2016 in Review

•January 1, 2017 • Leave a Comment
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Early morning adventures on Sea Dragon

It’s hard to believe that it is already 2017!

img_93772016 was a monumental year for me (and the farm). On the first of January I purchased the farm business from my parents – Tony and Fran McQuail. What that really meant is that I was committed to the farm even more than I have in the past and that we were working towards the sale/transfer of the farm land to me as well.

This meant that the majority of my life in 2016 was focused on continuing the process of farm succession and learning all of the ins and outs of running a successful farm business. You can follow the farm’s Instagram here for daily doses of cute creatures and farm adventures.

img_9459Other than that, I was in my first year of being the conference coordinator for Continuing Revolution, Pendle Hill’s young adult Friend conference focused on the intersection of spirituality and activism. The 2016 conference in June was on Integrity as a Radical Act. I worked with my assistant coordinator, Amy Gruelich and I think we pulled off a fairly successful conference. Anyone interested in the 2017 Continuing Revolution conference on Peace and Justice should check out our website or get in touch!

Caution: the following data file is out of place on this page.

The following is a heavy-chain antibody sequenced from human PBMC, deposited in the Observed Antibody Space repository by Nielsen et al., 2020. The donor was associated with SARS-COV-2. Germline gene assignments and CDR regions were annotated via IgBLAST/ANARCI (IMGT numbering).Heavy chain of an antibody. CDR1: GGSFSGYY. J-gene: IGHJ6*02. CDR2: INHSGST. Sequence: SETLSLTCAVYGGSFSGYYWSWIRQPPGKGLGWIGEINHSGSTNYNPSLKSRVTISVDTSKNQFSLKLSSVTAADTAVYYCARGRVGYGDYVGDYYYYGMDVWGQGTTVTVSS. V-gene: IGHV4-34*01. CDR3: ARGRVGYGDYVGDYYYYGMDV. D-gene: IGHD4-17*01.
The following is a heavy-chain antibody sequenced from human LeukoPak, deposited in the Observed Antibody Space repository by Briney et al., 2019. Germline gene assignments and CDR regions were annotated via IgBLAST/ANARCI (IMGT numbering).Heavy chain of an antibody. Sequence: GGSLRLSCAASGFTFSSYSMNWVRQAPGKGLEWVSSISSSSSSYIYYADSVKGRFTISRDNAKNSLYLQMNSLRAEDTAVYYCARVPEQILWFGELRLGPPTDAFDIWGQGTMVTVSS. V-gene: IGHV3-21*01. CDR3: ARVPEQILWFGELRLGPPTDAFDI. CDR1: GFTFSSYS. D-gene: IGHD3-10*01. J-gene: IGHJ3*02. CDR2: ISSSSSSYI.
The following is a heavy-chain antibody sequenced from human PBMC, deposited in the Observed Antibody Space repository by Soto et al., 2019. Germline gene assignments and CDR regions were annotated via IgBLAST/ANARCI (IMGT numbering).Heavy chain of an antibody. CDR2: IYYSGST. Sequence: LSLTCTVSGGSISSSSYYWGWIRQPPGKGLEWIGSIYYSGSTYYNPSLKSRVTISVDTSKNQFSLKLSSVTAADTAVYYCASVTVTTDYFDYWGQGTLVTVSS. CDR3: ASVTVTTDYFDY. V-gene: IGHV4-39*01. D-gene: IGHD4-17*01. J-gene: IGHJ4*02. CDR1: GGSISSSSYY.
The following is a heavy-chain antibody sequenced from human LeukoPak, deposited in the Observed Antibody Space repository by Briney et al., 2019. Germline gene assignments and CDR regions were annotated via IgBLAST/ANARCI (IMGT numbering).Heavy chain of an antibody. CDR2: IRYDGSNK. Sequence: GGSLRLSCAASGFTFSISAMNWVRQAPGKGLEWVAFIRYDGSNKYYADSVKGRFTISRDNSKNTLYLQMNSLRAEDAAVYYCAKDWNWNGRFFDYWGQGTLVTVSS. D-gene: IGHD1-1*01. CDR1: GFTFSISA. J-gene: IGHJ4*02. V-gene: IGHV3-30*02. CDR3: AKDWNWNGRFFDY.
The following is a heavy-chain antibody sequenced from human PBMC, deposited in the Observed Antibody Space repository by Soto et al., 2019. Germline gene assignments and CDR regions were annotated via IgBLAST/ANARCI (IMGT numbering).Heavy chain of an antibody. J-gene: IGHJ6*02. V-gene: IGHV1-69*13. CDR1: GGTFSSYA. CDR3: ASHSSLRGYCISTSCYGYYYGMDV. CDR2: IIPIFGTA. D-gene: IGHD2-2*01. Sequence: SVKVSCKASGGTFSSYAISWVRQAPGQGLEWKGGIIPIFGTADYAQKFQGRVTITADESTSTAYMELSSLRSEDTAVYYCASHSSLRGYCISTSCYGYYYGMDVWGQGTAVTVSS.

Steve & KatrinaIn the fall of 2015, I accepted the role of co-clerk for Friends General Conference’s 2017 summer Gathering in Niagara Falls, NY. So I spent many hours in 2016 working with my co-clerk, Steve Molhke, and many others starting the preparations for the 2017 Gathering: Ripples Start Where Spirit Moves. This included attending the 2016 Gathering at St. Benedict’s in Minnesota where Steve and I learned a lot about what our roles would entail and had the opportunity to invite all of the attendees to 2017. We made a pretty entertaining skit which included me going over the Falls in a barrel. I hope to see many of you there this July!